In the midst of midterm week, Clint Smith visited Saint Leo University to brighten the day with a show of Spoken Word Poetry. This event was sponsored by SGU, CAB, CSA, MISO and Students Activities and held on Feb. 22 at 6 pm in Boardrooms B&C.
A flight delay for Smith caused the show to start 30 minutes later, but the audience waited patiently. The show started with a performance of Vashaad Gordon Fincher, a talented member of the Slam Poetry Club on campus.
Joshua Bartholomew, 2016 SGU president, then nicely announced Smith as he took the stage. Smith did not use the microphone, as he wanted to pay close attention to his audience. He started by introducing himself; a writer, award-winning teacher, acclaimed spoken word poet, and a social scientist that is currently a Ph.D. candidate at Harvard University.
Smith’s intro was followed by one of his poems. Smith captivated his audience for a full hour with his poetry and left each guest in awe.
Born and raised in New Orleans, the talented poet raised the issue of racism and the fear of African American parents for their kids not to have been safe in the streets because of the color of their skin. He also recited a poem about slavery.
Smith presented several pieces from his first poetry collection “Counting Descent,” published in 2016. This work of art draws on the violence experienced by Black people, their joy, and contribution to society. Some of the poems he performed amused the audience, while some others engaged them in deep thought.
At the end of the performance, audience members had some burning questions, such as “Where do you find inspiration for the themes you describe in your poems?” and “how did your first performance as a poet go?”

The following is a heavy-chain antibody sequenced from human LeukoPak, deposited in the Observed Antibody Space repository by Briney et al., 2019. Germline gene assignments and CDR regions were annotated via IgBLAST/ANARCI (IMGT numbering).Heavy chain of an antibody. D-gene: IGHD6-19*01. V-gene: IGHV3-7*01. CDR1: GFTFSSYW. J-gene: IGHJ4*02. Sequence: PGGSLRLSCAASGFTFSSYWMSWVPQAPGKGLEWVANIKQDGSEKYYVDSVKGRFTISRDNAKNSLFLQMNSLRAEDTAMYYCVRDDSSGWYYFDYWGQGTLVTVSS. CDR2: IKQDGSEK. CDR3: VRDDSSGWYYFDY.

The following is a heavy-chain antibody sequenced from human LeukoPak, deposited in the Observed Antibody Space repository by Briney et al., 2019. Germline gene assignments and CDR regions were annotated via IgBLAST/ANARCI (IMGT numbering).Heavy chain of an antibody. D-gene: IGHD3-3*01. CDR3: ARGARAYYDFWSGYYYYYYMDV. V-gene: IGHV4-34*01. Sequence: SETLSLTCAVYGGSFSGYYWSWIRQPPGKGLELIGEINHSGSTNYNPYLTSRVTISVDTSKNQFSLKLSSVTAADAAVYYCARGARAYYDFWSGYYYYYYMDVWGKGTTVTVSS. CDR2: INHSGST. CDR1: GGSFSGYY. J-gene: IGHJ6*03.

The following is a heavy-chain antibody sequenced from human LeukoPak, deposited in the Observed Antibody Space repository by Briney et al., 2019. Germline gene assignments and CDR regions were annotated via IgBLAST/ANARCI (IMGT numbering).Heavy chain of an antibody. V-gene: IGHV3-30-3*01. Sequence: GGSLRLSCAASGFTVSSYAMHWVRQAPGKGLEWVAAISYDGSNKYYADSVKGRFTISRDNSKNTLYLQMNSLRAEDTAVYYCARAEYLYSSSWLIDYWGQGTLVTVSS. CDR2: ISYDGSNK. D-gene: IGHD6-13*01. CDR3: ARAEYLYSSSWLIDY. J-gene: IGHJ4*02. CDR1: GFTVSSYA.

To the former, Smith responded that he tries, in his artistic personal political project, to use art to serve as a catalyst for a broader conversation about inequality and justice. He is fortunate and blessed to be a writer and a graduate student whose job is to be authentic and write about such things.
“So, to what extent can I use what I’m learning, and sort of synthesize and write them down into things that may be more accessible to people? I am really inspired by what history tells us about ourselves. And I think that part of this moment that we’re in now, it’s that we fail to understand the history that brought us here,” Smith said.
To the latter, Smith responded that his first performance changed his life. He thinks the best writers are the best readers.
To those interested in writing, Smith offered some encouraging advice.
“If your story isn’t being told then you need to write about it,” he said.
Some of the attendees were already familiar with the work of the esteemed guest speaker. Edson O’Neale, director for student activities, reflected on the day he first met Smith.
“I went to a conference in the fall, in Nov., and he was a keynote speaker at the conference. He blew me away from his talk that I felt like what he said he would have a lot to offer to our students, so I wanted to bring him,” O’Neale said.
O’Neale found Smith’s performance as great as it was the first time he saw him. However, he wished that more students had come and stayed to see the performance. The issues discussed were the type of things he feels students need to hear and will inspire them to do great things. He offered special thanks to all of those who made an effort to come and support the event.
Paige Ramsey-Hamacher, director for multicultural and international services, shared her great appreciation for the artist.
“I think it was an amazing event. He is a fantastic speaker. Every single one of his poems spoke volumes in so short a time. I would bring him back to our students if I could,” Ramsey-Hamacher said.
Those who wanted to know the artist a little more in depth bought his poetry collection “Counting Descent” at the end of the show. Those who missed the event can get to know Smith a little better by checking out his website at http://www.clintsmithiii.com.